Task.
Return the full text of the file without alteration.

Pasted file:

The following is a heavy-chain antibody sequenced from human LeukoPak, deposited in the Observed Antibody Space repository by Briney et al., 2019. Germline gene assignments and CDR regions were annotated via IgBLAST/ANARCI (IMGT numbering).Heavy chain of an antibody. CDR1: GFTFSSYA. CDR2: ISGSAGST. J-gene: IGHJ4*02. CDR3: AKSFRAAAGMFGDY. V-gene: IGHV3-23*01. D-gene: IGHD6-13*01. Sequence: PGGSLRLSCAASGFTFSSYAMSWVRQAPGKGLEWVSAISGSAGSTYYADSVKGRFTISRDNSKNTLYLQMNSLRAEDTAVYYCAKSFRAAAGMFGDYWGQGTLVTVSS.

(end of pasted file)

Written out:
The following is a heavy-chain antibody sequenced from human LeukoPak, deposited in the Observed Antibody Space repository by Briney et al., 2019. Germline gene assignments and CDR regions were annotated via IgBLAST/ANARCI (IMGT numbering).Heavy chain of an antibody. CDR1: GFTFSSYA. CDR2: ISGSAGST. J-gene: IGHJ4*02. CDR3: AKSFRAAAGMFGDY. V-gene: IGHV3-23*01. D-gene: IGHD6-13*01. Sequence: PGGSLRLSCAASGFTFSSYAMSWVRQAPGKGLEWVSAISGSAGSTYYADSVKGRFTISRDNSKNTLYLQMNSLRAEDTAVYYCAKSFRAAAGMFGDYWGQGTLVTVSS.